Johanna’s mother, exceptionally devout, declared that adorning oneself in garments of color was an affront to the Almighty. Human beings were born colorless, meant to spend their lives in prayer until crossing the bridge of death into a brilliant Paradise. p.63

In contrast to the bright colors of avarice found in the Nordéns shop and the tempting quarters of the villainess Uzanne, oozing with sensuality and treachery, Johanna’s Mother viewed a life void of color as the true mark of the consecrated. With all due respect to Apple’s wonderful exploration into the realm of minimalist design, Engelmann’s point is that the monochromatic life seldom begets true happiness. Life requires a certain hue that is found outside the moral artifices of black and white. Sometimes the deep red of a dress, or the blue eyes of a lover are necessary to make the daily grind worthwhile. 

And so we are left with a novel that brings description to life through a rich, thoroughly original plot\ that is coupled with both a profound rumination on life and musings about humanity’s relationship with itself and the divine.

Not a bad run at all for a novice author. 

Tales from the Road

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Today finds me encamped at the local Denny’s here in Joplin, MO. My wife and I are en route to Bloomington, IN for Thanksgiving with her family. The place is filled with travelers taking a break from the grind along I-44, hailing from all walks of life.

Our waitress is a friendly sort, coming from good, Midwestern stock. She’s friendly but not overly so and seems to execute her job with a refreshing efficiency.

There’s an interesting gaggle of locals perched at the bar watching TV, sipping coffee without a care in the world. It’s a bit like a throwback to the cafes of old, when the coffee was strong and the people were stronger. The men wear blue jeans and baseball caps while the lone woman dons a Sons of Anarchy t-shirt. I can’t comment on their sartorial choices but the camaraderie is impressive. They clearly all know each other and the scene I am witnessing has repeated itself numerous times before.

Our son Clark was hungry and angry a bit earlier. As my wife rose to make a hasty retreat for the baby changing station in the adjacent Flying J Truck stop, we received a number of sympathetic nods from our fellow customers. We replied with appreciative smiles.

When I looked at Clark’s empty carseat, I couldn’t help but appreciate such a place that brings so many disparate people together. How strange to find community while randomly traveling down the road.

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Book Review: The Accomplice

One of my many, minor vices is the thriller/mystery novel genre. Turning the dial back to the 5th grade, I remember reading the complete works of Sherlock Holmes and shattering the “Book It” records for my classroom. If memory serves me correctly, this also sparked a lifelong fascination with Pizza Hut pizzas.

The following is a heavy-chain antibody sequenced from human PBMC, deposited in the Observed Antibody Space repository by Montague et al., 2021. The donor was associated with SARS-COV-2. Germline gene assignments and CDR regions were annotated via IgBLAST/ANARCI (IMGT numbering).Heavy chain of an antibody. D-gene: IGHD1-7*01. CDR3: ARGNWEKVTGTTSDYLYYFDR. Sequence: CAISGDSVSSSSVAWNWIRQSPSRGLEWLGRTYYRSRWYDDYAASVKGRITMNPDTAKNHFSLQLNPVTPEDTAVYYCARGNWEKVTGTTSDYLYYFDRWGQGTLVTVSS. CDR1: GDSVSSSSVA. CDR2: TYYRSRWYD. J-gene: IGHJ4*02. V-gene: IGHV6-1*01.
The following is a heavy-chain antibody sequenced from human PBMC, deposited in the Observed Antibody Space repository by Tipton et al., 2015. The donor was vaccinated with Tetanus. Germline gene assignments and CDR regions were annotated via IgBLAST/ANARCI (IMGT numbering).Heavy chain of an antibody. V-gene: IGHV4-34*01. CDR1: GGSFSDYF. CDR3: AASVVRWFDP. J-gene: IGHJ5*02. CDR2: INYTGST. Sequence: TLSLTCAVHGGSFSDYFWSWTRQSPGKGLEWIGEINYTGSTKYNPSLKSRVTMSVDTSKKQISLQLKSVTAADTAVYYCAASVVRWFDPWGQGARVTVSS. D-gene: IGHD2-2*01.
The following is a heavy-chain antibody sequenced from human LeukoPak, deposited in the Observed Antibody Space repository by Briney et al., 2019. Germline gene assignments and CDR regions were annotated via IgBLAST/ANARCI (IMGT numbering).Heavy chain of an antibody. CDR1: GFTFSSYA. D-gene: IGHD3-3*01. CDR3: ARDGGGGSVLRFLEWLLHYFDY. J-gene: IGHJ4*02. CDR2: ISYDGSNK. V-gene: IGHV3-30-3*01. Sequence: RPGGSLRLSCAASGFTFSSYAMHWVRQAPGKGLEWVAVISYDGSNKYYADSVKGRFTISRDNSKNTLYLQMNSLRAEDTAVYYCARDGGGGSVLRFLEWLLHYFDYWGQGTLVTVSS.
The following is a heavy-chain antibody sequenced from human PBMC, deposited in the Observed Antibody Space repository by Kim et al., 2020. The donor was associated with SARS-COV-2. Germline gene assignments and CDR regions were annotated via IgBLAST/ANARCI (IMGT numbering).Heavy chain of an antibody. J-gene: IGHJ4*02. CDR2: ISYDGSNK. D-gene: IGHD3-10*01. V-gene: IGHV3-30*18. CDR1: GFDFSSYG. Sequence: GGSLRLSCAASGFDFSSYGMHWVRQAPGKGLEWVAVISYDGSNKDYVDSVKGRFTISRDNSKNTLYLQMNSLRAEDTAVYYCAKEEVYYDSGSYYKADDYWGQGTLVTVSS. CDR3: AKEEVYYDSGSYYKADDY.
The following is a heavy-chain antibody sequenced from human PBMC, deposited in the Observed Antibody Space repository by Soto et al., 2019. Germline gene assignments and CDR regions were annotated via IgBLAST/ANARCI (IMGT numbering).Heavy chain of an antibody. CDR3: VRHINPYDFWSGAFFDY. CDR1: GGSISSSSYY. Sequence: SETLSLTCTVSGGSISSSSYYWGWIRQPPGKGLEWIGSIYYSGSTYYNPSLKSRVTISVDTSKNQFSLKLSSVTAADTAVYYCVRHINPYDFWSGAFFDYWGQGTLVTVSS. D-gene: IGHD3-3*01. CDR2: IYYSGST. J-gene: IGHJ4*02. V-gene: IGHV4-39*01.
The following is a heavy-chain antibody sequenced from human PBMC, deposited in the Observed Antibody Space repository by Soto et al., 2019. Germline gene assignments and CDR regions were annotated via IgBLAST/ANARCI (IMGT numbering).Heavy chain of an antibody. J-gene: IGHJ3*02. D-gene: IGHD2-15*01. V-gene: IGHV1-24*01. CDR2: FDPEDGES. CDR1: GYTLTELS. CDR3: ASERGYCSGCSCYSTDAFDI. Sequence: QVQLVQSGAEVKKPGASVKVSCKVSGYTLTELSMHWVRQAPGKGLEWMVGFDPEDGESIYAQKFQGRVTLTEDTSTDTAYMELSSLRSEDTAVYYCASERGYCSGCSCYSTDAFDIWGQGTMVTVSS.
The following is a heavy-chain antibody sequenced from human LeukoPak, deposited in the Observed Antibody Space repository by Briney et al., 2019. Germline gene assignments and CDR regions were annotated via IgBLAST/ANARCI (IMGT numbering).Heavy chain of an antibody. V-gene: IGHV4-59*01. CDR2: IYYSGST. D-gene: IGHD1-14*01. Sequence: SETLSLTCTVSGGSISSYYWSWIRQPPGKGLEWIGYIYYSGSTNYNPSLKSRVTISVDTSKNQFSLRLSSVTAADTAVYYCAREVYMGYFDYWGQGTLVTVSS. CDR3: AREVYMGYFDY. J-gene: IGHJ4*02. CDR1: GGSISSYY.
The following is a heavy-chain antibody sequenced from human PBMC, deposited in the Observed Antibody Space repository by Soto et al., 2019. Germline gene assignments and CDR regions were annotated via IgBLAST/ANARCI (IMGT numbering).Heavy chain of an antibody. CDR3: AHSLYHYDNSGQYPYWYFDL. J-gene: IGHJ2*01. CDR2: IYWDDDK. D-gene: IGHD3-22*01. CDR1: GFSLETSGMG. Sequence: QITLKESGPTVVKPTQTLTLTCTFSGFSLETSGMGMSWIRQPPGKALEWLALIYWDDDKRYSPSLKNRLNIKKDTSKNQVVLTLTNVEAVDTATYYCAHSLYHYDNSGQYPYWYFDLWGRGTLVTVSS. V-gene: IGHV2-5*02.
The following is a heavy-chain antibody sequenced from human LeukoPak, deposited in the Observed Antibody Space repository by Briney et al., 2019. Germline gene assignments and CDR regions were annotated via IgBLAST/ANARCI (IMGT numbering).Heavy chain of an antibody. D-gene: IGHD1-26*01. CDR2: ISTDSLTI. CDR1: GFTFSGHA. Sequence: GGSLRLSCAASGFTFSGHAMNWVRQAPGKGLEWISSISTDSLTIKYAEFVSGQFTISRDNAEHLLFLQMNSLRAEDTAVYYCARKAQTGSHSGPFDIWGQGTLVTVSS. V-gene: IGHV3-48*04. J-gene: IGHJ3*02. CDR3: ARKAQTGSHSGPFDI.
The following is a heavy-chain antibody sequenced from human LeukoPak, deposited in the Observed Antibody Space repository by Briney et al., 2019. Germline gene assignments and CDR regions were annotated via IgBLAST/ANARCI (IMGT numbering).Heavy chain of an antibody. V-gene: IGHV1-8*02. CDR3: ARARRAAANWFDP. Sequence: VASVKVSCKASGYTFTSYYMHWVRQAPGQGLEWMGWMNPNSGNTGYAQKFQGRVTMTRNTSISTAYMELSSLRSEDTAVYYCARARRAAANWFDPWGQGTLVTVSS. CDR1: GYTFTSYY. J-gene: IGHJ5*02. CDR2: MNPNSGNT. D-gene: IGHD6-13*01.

More recently, the works of Brad Metzler and to a lesser extent Elizabeth Kostova, Dan Brown, and Ken Follett, have all captured some of my early forays into reading. Each author spins a yarn that can rival the latest blockbuster movie, while most importantly leaving me unable to put the book down. Having read Charles Robbins’ debut novel The Accomplice (Publisher: St. Martin’s Press/Thomas Dunne Books; On Sale: Sept. 4, 2012 ; Cost: $24.99), I’m pleased to have discovered an author with a similar gift.

For those outside the I-495 Beltway (that is to say the honest people of our great and blessed land), Charles Robbins is a former Congressional staffer and communications director for the late Sen. Arlen Specter’s ill-fated 1996 Presidential bid. His novel explores “what happens when ambition and power meet in the midst of a world filled with ruthless characters willing to do whatever it takes to win” – which basically means sex scandals, corrupt politicians, and backstabbing campaign operatives. Hope and change, indeed.

Being somewhat of a very minor, ex-politico, the subject matter was intriguing from my first glance at the press release. Political types tend to be a fairly incestuous brood, and no matter what one’s scruples, it seems that everyone loves a good political sex scandal. Just ask Mark Sanford.

Robbins captures this appeal to the prurient interest in a way that is eminently consistent with good storytelling and political intrigue. From clandestine meetings with vulnerable campaign volunteers (p.113), to cozy luncheons with the candidate’s wife (p.241) (Which, incidentally, takes place at Piccola Italia restaurant in downtown Manchester, NH – home to the best broccoli, chicken and penne I’ve ever eaten), Robbins takes readers into the seedy underbelly of major political campaigns where ethics and idealism meet realpolitick.

The plot is, of course, much more interesting than salaciousness for its own sake. Drawing from his political background and his bygone days as a print newsman, Robbins’ tale is also rich in the details of internal, campaign subterfuge, pitting the objectives of campaign bosses against the pseudo-power of local party elites (p.259). By the time Robbins winds up his thriller, a murder and a financial scandal have embroiled the once idealistic staffer who serves as the novel’s the main character.

Naturally, I realize that the plot summary above (which purposefully tries to obscure anything that might give away the ending and any important subplots) does a supreme injustice to the actual writing and the work itself. This highlights, I think, a basic tension in the mystery/thriller genre itself – whether a work is defined by its plot or by its pace. The former requires a great deal of focus on the events of the novel and the characters that appear front and center throughout. Novels defined by their pace, on the other hand, tend to move confidently ahead, pulling readers to the next line, paragraph, and page almost involuntarily. These are the kinds of books that you can read into the wee small hours of the morning and never miss that the world has long been fast asleep.

It should be obvious that Robbins’ work hails from the clan of books defined by their pace. Those seeking exquisite prose would do well never to open any book in this genre but this is particularly true of Robbins’ debut piece. The language is coarse yet purposeful. Almost utilitarian. As if the words themselves are a hinderance to the story being told in the mind’s eye.

Robbins’ idea is not to wow readers with his doubtless, ample Princeton vocabulary. The goal is to suck readers into the abyss of campaign life and the ethical dilemmas, or lack thereof, facing all those who dare to enter Roosevelt’s arena. This makes it very easy to become absorbed in the story and to stalk the dank hotel rooms of the campaign trail along with Henry Hatten.

In all, the novel is a timely release, particularly with the election taking place today. For the political junkies and mystery enthusiasts among us, Robbins’ tale will fit nicely into a fall reading list. My view from the cheap seats is that it’s an excellent read from an engaging, new author. Here’s hoping Mr. Robbins’ first work is not his last.